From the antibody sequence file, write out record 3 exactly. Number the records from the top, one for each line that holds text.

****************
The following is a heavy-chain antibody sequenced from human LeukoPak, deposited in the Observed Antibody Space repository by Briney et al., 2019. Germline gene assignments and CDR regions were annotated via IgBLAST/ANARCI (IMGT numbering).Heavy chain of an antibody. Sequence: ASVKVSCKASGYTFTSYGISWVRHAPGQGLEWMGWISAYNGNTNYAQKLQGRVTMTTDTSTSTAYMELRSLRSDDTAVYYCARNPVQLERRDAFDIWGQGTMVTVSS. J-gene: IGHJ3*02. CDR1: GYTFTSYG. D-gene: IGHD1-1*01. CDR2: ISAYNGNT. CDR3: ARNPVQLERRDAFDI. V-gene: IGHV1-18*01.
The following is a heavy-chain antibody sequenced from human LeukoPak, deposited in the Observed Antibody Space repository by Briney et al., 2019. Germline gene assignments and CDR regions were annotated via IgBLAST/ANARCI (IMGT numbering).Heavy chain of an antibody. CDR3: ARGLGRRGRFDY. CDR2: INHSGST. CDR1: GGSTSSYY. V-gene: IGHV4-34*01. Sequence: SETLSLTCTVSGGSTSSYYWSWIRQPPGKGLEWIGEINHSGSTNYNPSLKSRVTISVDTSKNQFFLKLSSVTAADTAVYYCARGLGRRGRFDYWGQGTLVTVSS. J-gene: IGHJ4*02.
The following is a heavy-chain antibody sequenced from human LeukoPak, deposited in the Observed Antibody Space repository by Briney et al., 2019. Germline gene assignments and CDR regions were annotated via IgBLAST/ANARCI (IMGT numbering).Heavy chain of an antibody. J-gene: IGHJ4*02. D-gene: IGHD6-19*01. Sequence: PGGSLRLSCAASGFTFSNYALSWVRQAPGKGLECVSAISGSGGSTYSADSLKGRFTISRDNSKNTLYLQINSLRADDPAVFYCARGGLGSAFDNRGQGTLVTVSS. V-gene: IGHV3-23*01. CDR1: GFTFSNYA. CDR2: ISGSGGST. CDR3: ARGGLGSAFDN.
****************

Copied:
The following is a heavy-chain antibody sequenced from human LeukoPak, deposited in the Observed Antibody Space repository by Briney et al., 2019. Germline gene assignments and CDR regions were annotated via IgBLAST/ANARCI (IMGT numbering).Heavy chain of an antibody. J-gene: IGHJ4*02. D-gene: IGHD6-19*01. Sequence: PGGSLRLSCAASGFTFSNYALSWVRQAPGKGLECVSAISGSGGSTYSADSLKGRFTISRDNSKNTLYLQINSLRADDPAVFYCARGGLGSAFDNRGQGTLVTVSS. V-gene: IGHV3-23*01. CDR1: GFTFSNYA. CDR2: ISGSGGST. CDR3: ARGGLGSAFDN.